How moving home led to a multi-million-pound popcorn firm

Cassandra Image copyright Propercorn
Image caption Cassandra Stavrou is evangelical about popcorn

Quitting a high-flying graduate job in an ad agency to move back in with your mother, and work in a pub, doesn't seem like an obvious recipe for success.

But it's exactly what Cassandra Stavrou, the co-founder of "posh popcorn" brand Propercorn, did, and so far it's proved a surprisingly good move.

The British brand has emerged as one of the fastest-growing snacks in the UK, stocked everywhere from cafes to supermarkets, and also sold overseas in 10 countries including Germany and Switzerland.

And 32-year-old Cassandra herself recently scooped the New Generation Award at the Veuve Clicquot Business Woman awards.

Image copyright Propercorn
Image caption The brand has several flavours of popcorn, all of which advertise their calorie count on the front of the packet

Though Propercorn has yet to make a profit, it now employs around 40 staff, had takings of £10m last year, and forecasts sales of between £15m to £17m this year.

The London-based company has certainly come a long way since Cassandra, then working in advertising, noticed that her colleagues were always hit by a mid-afternoon slump.

"Everyone wanted a snack but all that was on offer was a rice cake, which is bland and boring, or a chocolate bar that's unhealthy," she says.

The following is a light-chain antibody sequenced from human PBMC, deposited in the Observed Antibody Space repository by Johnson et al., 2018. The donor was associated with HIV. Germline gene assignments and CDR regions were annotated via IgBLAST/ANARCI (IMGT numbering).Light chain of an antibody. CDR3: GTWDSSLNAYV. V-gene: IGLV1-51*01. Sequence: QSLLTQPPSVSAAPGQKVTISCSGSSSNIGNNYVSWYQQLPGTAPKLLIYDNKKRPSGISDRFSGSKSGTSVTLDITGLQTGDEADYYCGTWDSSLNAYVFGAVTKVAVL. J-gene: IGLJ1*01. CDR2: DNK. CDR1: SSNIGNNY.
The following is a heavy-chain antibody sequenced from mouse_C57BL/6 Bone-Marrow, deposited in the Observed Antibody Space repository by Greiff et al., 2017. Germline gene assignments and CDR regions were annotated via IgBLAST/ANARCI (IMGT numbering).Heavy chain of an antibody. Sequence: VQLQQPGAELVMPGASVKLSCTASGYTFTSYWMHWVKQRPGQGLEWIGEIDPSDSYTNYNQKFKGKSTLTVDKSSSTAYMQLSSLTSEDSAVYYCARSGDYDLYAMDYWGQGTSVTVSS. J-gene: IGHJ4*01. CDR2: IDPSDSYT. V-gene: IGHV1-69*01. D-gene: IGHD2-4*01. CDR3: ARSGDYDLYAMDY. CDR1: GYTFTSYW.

"I noticed an opportunity for a snack that was tasty and good for you, and I felt popcorn would be a good vehicle to do that."

She believes serendipity played a role too.

"My father passed away when I was 16, and the last present he bought me was a popcorn machine. I still had it in the box and felt that was a nice extra bit of conviction I needed."

Moving home

In 2009, aged 26, Cassandra quit her job and moved back in with her mum in London, helped by a deep-rooted entrepreneurial spirit.

"I always knew I wanted to run my own business from a young age," she says.

By working in pubs in the evenings and at weekends, as well as undertaking painting commissions, she managed to scrape together a £10,000 start-up fund.

However, she was surprised by how long it took to launch the brand. "What I thought I could achieve in six months took a lot longer," she admits.

Cassandra's determination to make sure her popcorn was healthy but still tasty was the issue. It meant she had to come up with a way to get the flavouring to stick to the corn without covering it in oil.

Image copyright Propercorn
Image caption Ryan Kohn joined as co-founder before the business was launched in 2011

In the end, she came up with the idea of spraying the corn with a car spray gun to cover it in a really fine mist of rapeseed oil, and then "tumbling" the corn in a cement mixer with the flavouring to give it an even coverage.

But it took almost a year to find a UK manufacturer able to make it in the way she wanted.

It was around this stage of the business that Ryan Kohn, a friend of her ex-boyfriend, came on board as co-founder. Ryan was, at the time, running his own property development firm.

Cassandra says: "I'd had some advice from Richard Reed from Innocent [the co-founder of the UK drinks company], who said you don't have to do it on your own, it's good to be accountable to someone."

Ryan's mother pumped £30,000 into the business, and they launched Propercorn with four flavours including Sweet & Salty and Sour Cream & Chive in October 2011.